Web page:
Rereading the Fossil Record: The Growth of Paleobiology as an Evolutionary Discipline, by David Sepkoski (Chicago: University of Chicago Press, 2012), 432 pp.
Although fossils have provided some of the most important evidence for evolution, the discipline of paleontology has not always had a central place in evolutionary biology. Beginning in Darwin’s day, and for much of the twentieth century, paleontologists were often regarded as mere fossil collectors by many evolutionary biologists, their attempts to contribute to evolutionary theory ignored or regarded with scorn. In the 1950s, however, paleontologists began mounting a counter-movement that insisted on the valid, important, and original contribution of paleontology to evolutionary theory. This movement, called “paleobiology” by its proponents, advocated for an approach to the fossil record that was theoretical, quantitative, and oriented towards explaining the broad patterns of evolution and extinction in the history of life.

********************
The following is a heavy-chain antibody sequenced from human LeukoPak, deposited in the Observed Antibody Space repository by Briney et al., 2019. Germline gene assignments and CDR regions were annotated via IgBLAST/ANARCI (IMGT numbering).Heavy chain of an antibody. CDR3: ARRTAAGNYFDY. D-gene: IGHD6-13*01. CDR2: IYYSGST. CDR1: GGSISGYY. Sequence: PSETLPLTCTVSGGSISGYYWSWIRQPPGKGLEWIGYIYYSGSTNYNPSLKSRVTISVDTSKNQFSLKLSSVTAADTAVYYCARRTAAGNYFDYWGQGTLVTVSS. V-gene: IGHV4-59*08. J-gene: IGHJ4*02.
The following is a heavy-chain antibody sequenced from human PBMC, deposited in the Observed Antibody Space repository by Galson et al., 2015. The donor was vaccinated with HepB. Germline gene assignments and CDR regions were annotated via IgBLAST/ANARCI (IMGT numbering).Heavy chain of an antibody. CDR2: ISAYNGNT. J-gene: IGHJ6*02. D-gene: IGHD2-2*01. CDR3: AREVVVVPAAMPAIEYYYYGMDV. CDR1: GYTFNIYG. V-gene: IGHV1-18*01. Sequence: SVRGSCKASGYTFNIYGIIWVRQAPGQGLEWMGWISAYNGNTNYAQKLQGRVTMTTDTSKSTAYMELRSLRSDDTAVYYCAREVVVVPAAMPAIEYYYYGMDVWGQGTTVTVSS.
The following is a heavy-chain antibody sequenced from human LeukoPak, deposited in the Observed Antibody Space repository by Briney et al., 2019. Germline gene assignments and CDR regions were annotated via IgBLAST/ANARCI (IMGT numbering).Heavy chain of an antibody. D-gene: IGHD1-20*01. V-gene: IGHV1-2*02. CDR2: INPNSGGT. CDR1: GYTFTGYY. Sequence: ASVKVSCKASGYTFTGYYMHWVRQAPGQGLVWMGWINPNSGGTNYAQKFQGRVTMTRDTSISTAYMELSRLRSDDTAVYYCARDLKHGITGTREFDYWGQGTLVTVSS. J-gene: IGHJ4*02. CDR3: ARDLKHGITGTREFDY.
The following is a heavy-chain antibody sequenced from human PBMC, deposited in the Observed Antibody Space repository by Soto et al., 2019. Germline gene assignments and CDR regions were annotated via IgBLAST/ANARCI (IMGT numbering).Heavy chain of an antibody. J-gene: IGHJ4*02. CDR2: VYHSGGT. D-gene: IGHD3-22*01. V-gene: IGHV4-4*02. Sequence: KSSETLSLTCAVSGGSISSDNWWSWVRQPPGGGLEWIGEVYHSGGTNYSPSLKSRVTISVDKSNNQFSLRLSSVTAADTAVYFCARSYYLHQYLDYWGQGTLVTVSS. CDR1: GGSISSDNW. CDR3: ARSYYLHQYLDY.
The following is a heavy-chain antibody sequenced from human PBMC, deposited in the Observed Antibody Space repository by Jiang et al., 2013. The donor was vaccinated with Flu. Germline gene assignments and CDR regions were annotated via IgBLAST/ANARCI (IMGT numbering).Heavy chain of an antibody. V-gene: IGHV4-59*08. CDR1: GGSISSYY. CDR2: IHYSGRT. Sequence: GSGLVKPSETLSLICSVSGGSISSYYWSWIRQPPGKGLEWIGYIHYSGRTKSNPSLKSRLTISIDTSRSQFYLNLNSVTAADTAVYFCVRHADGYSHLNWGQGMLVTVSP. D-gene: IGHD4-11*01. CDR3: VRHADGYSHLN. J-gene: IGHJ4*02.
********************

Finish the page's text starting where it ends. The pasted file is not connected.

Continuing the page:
Rereading the Fossil Record provides, as never before, a historical account of the origin, rise, and importance of paleobiology, from the mid-nineteenth century to the late 1980s. Drawing on a wealth of archival material, David Sepkoski shows how the movement was conceived and promoted by a small but influential group of paleontologists—including Stephen Jay Gould and Niles Eldredge, among others—and examines the intellectual, disciplinary, and political dynamics involved in the ascendency of paleobiology. By emphasizing the close relationship between paleobiology and other evolutionary disciplines, this book writes a new chapter in the history of evolutionary biology, while also offering insights into the dynamics of disciplinary change in modern science.